Backing Off

HISD cuts $2 million from CEP's lucrative deal and adds more controls.

After continual criticism that the Houston Independent School District's contract with Community Education Partners is unfair, changes are finally under way. The once rock-hard $17.9 million agreement -- staunchly defended by both HISD and CEP -- was amended late last month and slashed by more than $2 million.

Community Education Partners operates two private, for-profit alternative schools in Houston. They are designed to get students with behavioral problems out of regular classrooms, provide them with individualized attention and use self-paced computer programs so they can catch up academically with their peers.

Not everyone has been happy with the results. This fall, Dallas Independent School District Superintendent Mike Moses threatened to stop sending students to CEP if the company didn't change its five-year, $50 million contract. As a result, about $4 million was cut from the DISD agreement.

Company CEO Randle Richardson referred all questions to HISD.

HISD's new superintendent, Kaye Stripling, said via e-mail that the CEP contract was one of the things she believed needed to be changed or updated: "The quality of service needed to be improved."

The new HISD contract with CEP calls for a minimum enrollment of 1,600 students -- 900 fewer than in previous years. Under the old contract, HISD paid the company on the basis of a projected enrollment of 2,500, although only about half that number were sent to those alternative schools -- so HISD shelled out $2 million for nonexistent students.

"The change was made so the district could be financially prudent," says HISD spokeswoman Heather Browne. "There were some discrepancies."

Of that reduced minimum enrollment, 110 slots -- the size of one CEP "learning community" -- are set aside for a new category of short-term placements, students staying from 30 to 60 days.

That change stems from a flood of protests among parents of CEP students to the state legislature. They condemned the past policy that set mandatory sentences of 180 days for all CEP referrals. Regardless of the offense -- whether it was being tardy too many times, having a joint in a backpack or assaulting a teacher -- the agreement required students to stay at CEP for the equivalent of an entire school year.

Two families sued the district this year over the contract's one-size-fits-all approach to punishment. Stripling signed a settlement agreement allowing two boys to return to their home school. The district also had to pay the families $16,000 for their legal expenses.

The revised contract also calls for the school board to name a representative to formally review students' progress within 120 days of placement. "We didn't feel it was happening as often as it should have been happening," Browne says. "This is necessary for us. It's a state law."

According to the contract, there will be informal reviews of students' grades and class work as well as a formal review to draw up graduation plans. Administrators will evaluate a child's progress and decide if the student needs to stay at CEP, be moved to a nondisciplinary alternative education program or sent back to the home school.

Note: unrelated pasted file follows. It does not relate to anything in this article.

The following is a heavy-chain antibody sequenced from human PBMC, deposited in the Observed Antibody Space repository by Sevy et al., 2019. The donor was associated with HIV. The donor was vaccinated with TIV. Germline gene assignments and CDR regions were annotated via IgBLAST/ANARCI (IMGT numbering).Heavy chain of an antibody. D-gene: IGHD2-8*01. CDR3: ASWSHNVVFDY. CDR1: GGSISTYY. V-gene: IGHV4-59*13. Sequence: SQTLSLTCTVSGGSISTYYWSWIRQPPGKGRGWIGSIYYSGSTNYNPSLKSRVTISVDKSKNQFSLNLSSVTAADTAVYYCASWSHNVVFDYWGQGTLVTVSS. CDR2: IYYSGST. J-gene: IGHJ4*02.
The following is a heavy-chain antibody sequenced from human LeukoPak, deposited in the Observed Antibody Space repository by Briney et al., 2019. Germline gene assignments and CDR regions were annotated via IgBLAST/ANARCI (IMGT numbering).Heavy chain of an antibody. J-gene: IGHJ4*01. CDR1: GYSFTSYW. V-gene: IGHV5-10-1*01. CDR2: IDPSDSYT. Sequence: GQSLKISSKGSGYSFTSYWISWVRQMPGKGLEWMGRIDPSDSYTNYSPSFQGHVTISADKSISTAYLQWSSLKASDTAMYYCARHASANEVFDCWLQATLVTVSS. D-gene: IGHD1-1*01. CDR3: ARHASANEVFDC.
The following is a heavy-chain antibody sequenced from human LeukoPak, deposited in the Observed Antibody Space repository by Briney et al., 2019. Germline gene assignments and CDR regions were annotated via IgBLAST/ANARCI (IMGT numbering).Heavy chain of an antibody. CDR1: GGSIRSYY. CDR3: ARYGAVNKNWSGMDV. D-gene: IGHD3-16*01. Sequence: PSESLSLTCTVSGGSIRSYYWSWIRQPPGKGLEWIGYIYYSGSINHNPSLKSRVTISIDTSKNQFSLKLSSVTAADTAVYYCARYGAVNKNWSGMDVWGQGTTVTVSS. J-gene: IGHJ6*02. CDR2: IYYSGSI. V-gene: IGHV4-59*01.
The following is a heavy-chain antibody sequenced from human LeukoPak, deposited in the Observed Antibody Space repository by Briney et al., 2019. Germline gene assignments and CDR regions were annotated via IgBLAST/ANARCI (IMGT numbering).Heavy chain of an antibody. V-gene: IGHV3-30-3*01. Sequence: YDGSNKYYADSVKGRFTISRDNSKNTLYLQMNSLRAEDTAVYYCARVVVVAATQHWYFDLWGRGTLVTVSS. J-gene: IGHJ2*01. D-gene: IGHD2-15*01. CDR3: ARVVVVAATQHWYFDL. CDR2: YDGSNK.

The contract also calls for "modifying" CEP's assessment process when a student is referred to the alternative school. The company's computer program didn't seem to accurately assess students' grade levels, says Bill McCluskey, HISD's executive director for the alternative district office.

If a sixth-grader missed one question on the third-grade level but got all of the questions right on the fourth-, fifth- and sixth-grade levels, CEP would classify him as being on the third-grade level, because that was the first question he missed. "We felt that might not be indicative of what his real working levels are," McCluskey says. "We're asking if the computer can zero in and designate where he has multiple mistakes instead of where the first mistake is." McCluskey says that CEP's data didn't correspond with Texas Assessment of Academic Skills and Stanford 9 achievement test scores. Critics have sharply questioned the accuracy of CEP's testing methods, while HISD has defended CEP's claims that it can raise a student two grade levels in one full academic year. The new contract aims to establish required levels of growth in reading and math.

"Our goal is to make sure first and foremost that the students who are referred to CEP get the academic service that they need and that they deserve," says Browne. "They got it in the past, and they will continue to get it -- this contract will not change that."

At the August school board meeting, members voted to let Stripling negotiate the contract without board review. Board member Larry Marshall, who revealed in a deposition that he receives $72,000 yearly from CEP as a company consultant, has a conflict of interest and did not participate in the vote, Browne says.

[For more information on CEP controversies, see "Hail to the Chiefs," by Margaret Downing, October 25, "Letting Go," by Downing, August 23; "Learning How to Survive (at) CEP," by Downing and Wendy Grossman, May 31; "180 Days in the Hole," by Downing, April 19; "The Learning Curve," by Grossman, October 5, 2000, and "Making (Up) the Grade," by Grossman, April 6, 2000.]

 
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